Dr. Thema Bryant recently explained on a podcast with Mel Robbins that treating true crime shows as a way to relax before bed could mean that the trauma portrayed in the show is “familiar” to the observer and could be a sign that they need counselling. Given these assertions, some are wondering why experiencing trauma through crime shows could provide comfort.
However, I am unaware of any evidence that watching true crime shows before bed indicates that the trauma on the shows is familiar from real life and that viewers are therefore in need of therapy.
Violence and traumatic situations have always existed in popular culture and entertainment going back to ghost stories around the camp fire, Shakespeare’s plays, the Bible and beyond.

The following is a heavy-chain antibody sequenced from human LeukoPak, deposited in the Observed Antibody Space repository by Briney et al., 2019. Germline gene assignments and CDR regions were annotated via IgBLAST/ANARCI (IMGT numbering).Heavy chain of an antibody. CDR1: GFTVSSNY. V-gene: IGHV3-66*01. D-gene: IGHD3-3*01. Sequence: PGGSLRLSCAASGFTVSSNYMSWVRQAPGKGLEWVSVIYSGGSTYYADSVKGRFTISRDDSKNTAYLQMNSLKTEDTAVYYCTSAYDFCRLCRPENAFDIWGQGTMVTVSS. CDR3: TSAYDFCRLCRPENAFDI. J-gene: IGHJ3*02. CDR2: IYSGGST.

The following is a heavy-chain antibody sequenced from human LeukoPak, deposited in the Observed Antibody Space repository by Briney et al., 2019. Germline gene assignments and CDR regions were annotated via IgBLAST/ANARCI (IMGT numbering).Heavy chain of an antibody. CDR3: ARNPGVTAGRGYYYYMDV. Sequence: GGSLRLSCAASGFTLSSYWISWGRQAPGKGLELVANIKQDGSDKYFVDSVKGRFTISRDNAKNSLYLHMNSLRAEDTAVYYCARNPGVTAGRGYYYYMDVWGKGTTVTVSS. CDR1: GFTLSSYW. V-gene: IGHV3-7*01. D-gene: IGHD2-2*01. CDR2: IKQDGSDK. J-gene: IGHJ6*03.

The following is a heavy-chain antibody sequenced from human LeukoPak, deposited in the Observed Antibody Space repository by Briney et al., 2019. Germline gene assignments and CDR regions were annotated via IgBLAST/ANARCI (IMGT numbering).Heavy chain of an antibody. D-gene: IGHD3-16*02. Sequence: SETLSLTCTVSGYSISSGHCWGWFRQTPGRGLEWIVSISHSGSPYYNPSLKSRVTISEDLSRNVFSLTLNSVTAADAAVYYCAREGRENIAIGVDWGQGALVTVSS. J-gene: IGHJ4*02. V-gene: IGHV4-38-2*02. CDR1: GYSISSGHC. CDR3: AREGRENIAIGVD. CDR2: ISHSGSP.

After all, a sector of the population has always been titillated by this sort of content and they probably always will be. If people are able to relax better from watching such forms of entertainment then it is more likely providing them with a way to turn off the real stressors in their own lives and escape to another world – hence the word ‘escapism.’
And some experts also explain that what factors into true crime relaxing us is the subsequent security we experience just seconds after watching, based on our personal safety at that moment.